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High Court Chief Again Rules Out Resignation


Armenia -- Constituional Court Chairman Hrayr Tovmasian speaks to journalists, Yerevan, December 27, 2019.

Constitutional Court Chairman Hrayr Tovmasian has said that he will not step down despite facing criminal charges and growing pressure from Armenia’s political leadership.

“What doesn’t kill us only makes us stronger,” Tovmasian told 168.am in a video interview posted late on Tuesday. “I will not respect myself if I back away, for the reasons mentioned by you, from the issues, the mission assigned to me.”

“You would not respect me, nobody would respect me [in that case,] and I would consider that a humiliation,” he said, adding that he will therefore “fight to the end” in the increasingly acrimonious standoff.

The remarks followed a series of renewed verbal attacks on him launched by Prime Minister Nikol Pashinian. Speaking at a weekend news conference, Pashinian labeled Tovmasian as a “representative of the corrupt former regime” who “offered his services” and cozied up to him following the 2018 “Velvet Revolution.”

Pashinian went on to state that law-enforcement authorities’ allegations that Tovmasian illegally became the head of Armenia highest court shortly before the revolution are “effectively proven and irrefutable.”

Tovmasian deplored that claim, saying that Pashinian violated the presumption of innocence guaranteed by the Armenian constitution.

“Are you a court?” he said, appealing to the premier. “Are you an investigator? Where did you get such information from to determine [Tovmasian’s guilt?] What will you do when national or international courts rule tomorrow that none of that happened?”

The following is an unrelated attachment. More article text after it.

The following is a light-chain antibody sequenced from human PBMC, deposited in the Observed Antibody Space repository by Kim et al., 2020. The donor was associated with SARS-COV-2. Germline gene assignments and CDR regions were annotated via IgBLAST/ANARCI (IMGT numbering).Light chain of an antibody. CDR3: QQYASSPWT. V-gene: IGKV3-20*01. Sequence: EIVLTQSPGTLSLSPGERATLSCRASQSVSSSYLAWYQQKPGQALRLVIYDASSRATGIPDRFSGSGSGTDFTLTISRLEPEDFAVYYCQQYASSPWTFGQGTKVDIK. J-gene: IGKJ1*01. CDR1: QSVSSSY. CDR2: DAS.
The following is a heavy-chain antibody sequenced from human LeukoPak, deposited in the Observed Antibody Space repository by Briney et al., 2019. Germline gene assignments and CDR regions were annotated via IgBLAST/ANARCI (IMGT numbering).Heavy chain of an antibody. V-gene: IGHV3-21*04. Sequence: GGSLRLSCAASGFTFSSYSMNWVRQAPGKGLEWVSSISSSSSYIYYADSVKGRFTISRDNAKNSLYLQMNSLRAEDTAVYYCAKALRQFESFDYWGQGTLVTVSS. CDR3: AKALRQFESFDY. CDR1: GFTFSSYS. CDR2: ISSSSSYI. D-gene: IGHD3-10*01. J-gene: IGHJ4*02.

“If they want to pressure me in this way then I have to say that … they should not try in vain,” he added.

The Special Investigative Service (SIS) claimed in October that the former Armenian parliament elected Tovmasian court chairman as a result of an illegal seizure of the judicial authority by a “group of officials.” It said that took the form of forgery committed by former parliament speaker Ara Babloyan and one of his top staffers. Both men strongly deny relevant accusations leveled against them.

In late December, a senior prosecutor declined to endorse those accusations, ordering the SIS to conduct an “additional investigation.”

A few days later, Tovmasian was indicted on other, unrelated charges. Prosecutors said that he unlawfully privatized an office in Yerevan and forced state notaries to rent other premises “de facto” belonging to him when he served as Armenia’s justice minister from 2010-2014. Tovmasian rejects the accusations as baseless and politically motivated.

The chief justice also indicated in his latest interview that he may backpedal on his stated decision to file a defamation lawsuit against Pashinian.

“Maybe I got emotional at that point and spoke of going to court,” he said. “But I think that everything has become clear to the public and everyone now has the answer to that question. I will again talk to my legal team and decide.”

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